I wasn’t at all happy about that alligator blocking the trail. Swamp to the left of us, swamp to the right.
There was no other way to get back to the trailhead. And you absolutely don’t want to get within twenty feet of an alligator.
We tried banging our hiking sticks on the ground, which usually works. It hissed. We yelled and stomped our feet.
We tossed some sticks towards it. Finally, it hissed again and plopped into the water, and we walked by quickly.
When you explore the outdoors anywhere on this planet, it’s important to be aware of your surroundings. In Florida, you don’t let your guard down.
Florida is Different
Everyone asks about our alligators, of course. Since we’ve seen alligators in every Southern state from Texas to North Carolina, that isn’t what distinguishes outdoor recreation here from everywhere else.
Where else can you hike in America where it never snows? Okay, it might flurry in the Panhandle in the dead of winter, but it doesn’t stick.
Our hiking season is flip-flopped from the rest of the country, with prime time being October through April and the best backpacking being January-February.
Florida is flatter, wetter, and sandier than most states, too. But don’t assume that means that hiking here is easier than anywhere else you’ve been.
Climate & Weather
Seasonality is a big deal when planning to go outdoors in Florida. Florida has different seasons than the rest of the United States.
This is not somewhere you plan a backpacking trip during your summer vacation. Two words: Heat Index.
Winter is the go-to time for every sort of outdoor recreation in Florida. You can paddle and bike year-round, but it’s miserable when you slow down or stop to take a break. See: insects.
Except in an El Niño year, our winters tend to be sunny, dry, and cool. When El Niño hits, it’s overcast and outrageously, miserably, wet. Otherwise, expect clear skies and sunshine.
The first freeze – and yes, it freezes in Florida, so pack that 20-degree sleeping bag – usually happens in late November and knocks out most of the insect population.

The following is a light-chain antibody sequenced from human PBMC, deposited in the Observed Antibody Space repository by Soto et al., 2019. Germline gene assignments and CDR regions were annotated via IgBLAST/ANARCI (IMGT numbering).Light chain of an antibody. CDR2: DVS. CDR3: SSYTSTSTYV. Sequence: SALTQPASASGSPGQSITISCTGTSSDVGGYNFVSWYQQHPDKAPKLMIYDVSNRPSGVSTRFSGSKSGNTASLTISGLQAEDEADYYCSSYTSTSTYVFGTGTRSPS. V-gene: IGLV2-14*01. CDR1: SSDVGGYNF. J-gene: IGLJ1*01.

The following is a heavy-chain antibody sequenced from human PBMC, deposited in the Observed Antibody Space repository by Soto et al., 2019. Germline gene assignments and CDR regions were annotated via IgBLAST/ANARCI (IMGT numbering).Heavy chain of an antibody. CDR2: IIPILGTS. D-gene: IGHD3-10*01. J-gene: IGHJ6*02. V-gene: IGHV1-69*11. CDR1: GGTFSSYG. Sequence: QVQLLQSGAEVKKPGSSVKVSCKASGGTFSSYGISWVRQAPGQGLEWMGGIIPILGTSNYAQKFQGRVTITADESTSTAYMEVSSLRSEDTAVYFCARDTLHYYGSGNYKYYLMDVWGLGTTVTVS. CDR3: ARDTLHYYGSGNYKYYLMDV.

If we’re lucky, the mosquitoes, ticks, and chiggers don’t return until April. But it all depends on the weather.
The fact that Florida is “Hurricane Alley” means we keep our guard up during hurricane season, June through late October.
Most of the worst storms have occurred in September and October.
While hurricane season and hiking season are thankfully mostly out of synch, backpackers in Florida can apply their “living out of a pack” skills to the power outages that often follow a hurricane’s visit.
However, hiking season and hunting seasons are firmly in synch. So that’s why you see a lot of Florida hikers with orange as a primary color in our wardrobes.
Fall and early winter are when deer hunters flood into the woods. Spring is when you’ll encounter turkey hunters. Plan your hiking so everyone can enjoy the same public lands. Here’s how.
Florida’s hiking season is also the prime season for hunting in Florida. Be aware of where you’re hiking – many public lands permit hunting – for your personal safety.
Florida has the lowest high point in the USA. But that doesn’t mean our trails are boring. Far from it.
We have an amazing diversity of habitats in Florida, more than 80 distinct ecosystems, despite having only a few hundred feet of elevation change statewide. Some trails showcase a dozen or more ecosystems in a mile or two.
A few inches of elevation change is all it takes to change the habitat around you. Statewide, the botanical diversity is more complex than most states and many countries.
In the Florida Keys, at sea level, there are dense tropical forests of Caribbean plants, some of them poisonous.
In Northwest Florida – the Florida Panhandle – abrupt elevation changes mean Appalachian-style ridges, bluffs, and ravines with mountain laurel co-exist within a few miles of ancient cypress swamps.
Some of Florida’s habitats are perennially dry, like the scrub. It is Florida’s own version of a desert, atop the blinding white sands of ancient oceanfront dunes.
Some habitats – including prairies, pine flatwoods, and hydric hammocks – retain water for a while after a rain, as it slowly percolates back into the ground.
Others habitats are always or often wet. Like floodplain forests and bayheads, mud flats, and coastal estuaries. Florida has a rich diversity and complexity of marshes, including the world’s only Everglades.
Habitats & Plants
A haven of biodiversity, Florida has ever-changing landscapes along its trails. Learn about the habitats you’ll experience along them.
Florida’s botanical bounty means a million shades of green. Here are photos and descriptions to help you identify plants, shrubs, grasses, mosses, and trees in Florida.
Water defines our state. We have over 12,000 miles of rivers, which means lots of great paddling. We have more than 600 named springs, and thousands more that remain nameless.
Florida is also home to one of America’s largest lakes, Lake Okeechobee. While it’s not a great paddling destination due to its size and alligator population, you can walk or bike 119 miles around it on a trail.
If you you truly want to get into Florida’s wild places, expect to get your feet wet now and again. Especially along the Florida Trail, one of only eleven National Scenic Trails in America.
The wildest section of the Florida Trail, unlike any other hike in the world, is the 30 mile stretch at its southernmost tip that crosses the heart of the Big Cypress Swamp.